Writer’s Log: 1845

I can fuckin’ write.

(And so can you, probably.)

Here’s the thing — just a short note — reading back stuff (buku stuff from my past, recent and ancient) I come across and find some turn of phrase, some eloquent flourish of words I may have (yeah it was me) penned in the past, and I think, shit, I wrote that? Daayamn, that’s not half bad.

Like that flash of gold at the bottom of a pan, black sand slipping to the side, water’s ripple urging the skur of tans-and-blacks to move out-the-way. There! Yellow and stunning. That’s the feeling when you read something you wrote that just frickin’ sings. You wrote that. I wrote that. And it was poetry in prose. Pitchers of pulchritude in pottery.

It worked. (And worked well.)

Those glimmers of talent are everything. Absolutely everything, to a grub of a writer. Am I any good? Is this worth all the bloody trouble? Is anyone ever going to read me? I should quit — right?

Yes. Yes. Yes. No.

The end of all this? Write for yourself. If someday you come back and read what you writ, ages ago, and smile, chuckle or — if you’re cosmically good, drop a tear — then it will have all been worth it.

 


9 responses to “Writer’s Log: 1845

  • floatinggold

    I feel like my older stuff is so lame. Of course, in the moment, I thought it was genius. I’d like to think that all of this is because I am learning and evolving. If I frown upon something I wrote years back, it must mean that I’m better at it now. Right? Riiiiight?

    Liked by 1 person

  • Tom Being Tom

    Absolutely true. Good motivation. There’s people out there turning writing into gold. (Apologies to John and Stevie).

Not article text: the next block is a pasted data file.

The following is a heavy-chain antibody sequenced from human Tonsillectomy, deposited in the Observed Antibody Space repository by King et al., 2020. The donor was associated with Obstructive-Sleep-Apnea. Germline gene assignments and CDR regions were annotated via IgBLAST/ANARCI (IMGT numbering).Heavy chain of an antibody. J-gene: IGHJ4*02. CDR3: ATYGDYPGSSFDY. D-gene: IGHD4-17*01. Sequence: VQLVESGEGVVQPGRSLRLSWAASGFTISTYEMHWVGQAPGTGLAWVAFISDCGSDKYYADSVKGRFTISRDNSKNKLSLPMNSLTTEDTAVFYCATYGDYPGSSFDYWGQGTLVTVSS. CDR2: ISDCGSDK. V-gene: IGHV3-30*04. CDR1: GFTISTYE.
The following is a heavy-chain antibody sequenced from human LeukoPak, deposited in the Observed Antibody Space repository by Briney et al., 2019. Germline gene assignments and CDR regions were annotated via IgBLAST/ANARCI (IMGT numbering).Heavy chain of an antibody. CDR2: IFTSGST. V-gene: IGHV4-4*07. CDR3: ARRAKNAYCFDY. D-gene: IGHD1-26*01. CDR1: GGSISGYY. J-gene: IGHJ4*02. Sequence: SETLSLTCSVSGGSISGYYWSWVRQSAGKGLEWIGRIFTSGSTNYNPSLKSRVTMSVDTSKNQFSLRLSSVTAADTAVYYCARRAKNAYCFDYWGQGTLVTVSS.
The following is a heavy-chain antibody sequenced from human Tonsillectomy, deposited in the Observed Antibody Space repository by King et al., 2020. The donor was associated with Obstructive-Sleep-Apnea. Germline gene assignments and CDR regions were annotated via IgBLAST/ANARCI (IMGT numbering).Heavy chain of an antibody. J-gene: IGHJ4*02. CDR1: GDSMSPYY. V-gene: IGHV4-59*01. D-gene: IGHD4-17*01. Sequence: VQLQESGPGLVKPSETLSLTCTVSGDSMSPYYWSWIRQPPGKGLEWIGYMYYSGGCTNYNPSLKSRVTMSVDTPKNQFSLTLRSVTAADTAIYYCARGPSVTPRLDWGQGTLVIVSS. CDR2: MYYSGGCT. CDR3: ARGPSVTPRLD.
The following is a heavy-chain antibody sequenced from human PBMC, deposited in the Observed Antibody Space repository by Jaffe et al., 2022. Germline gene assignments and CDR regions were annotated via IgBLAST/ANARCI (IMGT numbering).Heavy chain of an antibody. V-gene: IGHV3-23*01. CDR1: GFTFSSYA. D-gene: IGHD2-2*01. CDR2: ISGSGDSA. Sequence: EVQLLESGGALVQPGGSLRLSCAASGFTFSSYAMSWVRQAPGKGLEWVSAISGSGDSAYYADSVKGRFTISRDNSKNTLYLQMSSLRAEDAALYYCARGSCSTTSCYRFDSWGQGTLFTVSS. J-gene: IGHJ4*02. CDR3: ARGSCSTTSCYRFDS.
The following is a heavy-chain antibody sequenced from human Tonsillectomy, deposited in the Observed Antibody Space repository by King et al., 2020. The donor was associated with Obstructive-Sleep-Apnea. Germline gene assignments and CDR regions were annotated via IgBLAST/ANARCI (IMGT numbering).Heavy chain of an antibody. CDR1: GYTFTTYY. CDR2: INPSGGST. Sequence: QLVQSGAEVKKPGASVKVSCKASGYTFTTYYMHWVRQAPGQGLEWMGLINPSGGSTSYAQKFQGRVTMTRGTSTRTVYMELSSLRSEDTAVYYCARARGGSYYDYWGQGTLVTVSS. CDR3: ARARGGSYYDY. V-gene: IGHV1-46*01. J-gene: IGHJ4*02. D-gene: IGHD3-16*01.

Liked by 1 person

  • Mr Nothing

    This is so true.
    Old writing, now forgotten — how can it be?
    My whole ‘Geist’ was involved at the time to the point where it left me.
    And maybe that is the purpose of writing. To write until every atom of feeling around that thought has been liberated. There can be an agony of releasing those thoughts into the constraint vestibule of words as we seek to decorate our expression.
    Then, when you come upon those words one day again you recapture that spirit as fresh and alive as then.

    Liked by 2 people

  • Phil Huston

    And some days you could be Steinbeck and trash keeps chewing up trees and even the pull yourself up by the bootstraps you know is true just can’t kick the Lone Ranger of why the fuck bother with any of it, you know? All the be nice to girls and kiss Cinderella and respect the institutions cultural and moral and physical and…Why? Cheap shit moral and physical and cultural gets a pass while we take everything so seriously. Girls just wanna have fun with dumbasses with toys, publishers want cardboard pablum, instant gratification beats becoming a craftsperson. Likes trump talent, tits still sell and sequels beat creativity. So yeah. Write for yourself. Just leave “because nobody else gives a fuck” off when you look in the mirror. Keeps your smile brighter. Trust me.

    Liked by 2 people

    • Anony Mole

      Just finished reading The Dog Stars – Peter Heller. Unconventional format. I guess that is a grown up dystopian novel. (as is The Road, Alas Babylon, Earth Abides…)
      Maybe I could try writing something old and grungy, take off my muzzle of propriety, see if I can write like an adult.

      Liked by 1 person

      • Phil Huston

        Why? write your way and tell the tales that work for you. My suggestion was merely to whack everything that is not directly related to the STORY (I didn’t say characters) and then add back what you need so you stop telling us in more than an adverb how a character is feeling. Fitzgerald wrote ” X said, petulantly” which I thought very unmanly of him. And unneccessary. But it might have helped his readers. But it was one adverb, not a string of psycho motivation. That’s you, telling us the story, not letting us read it.

        Liked by 2 people

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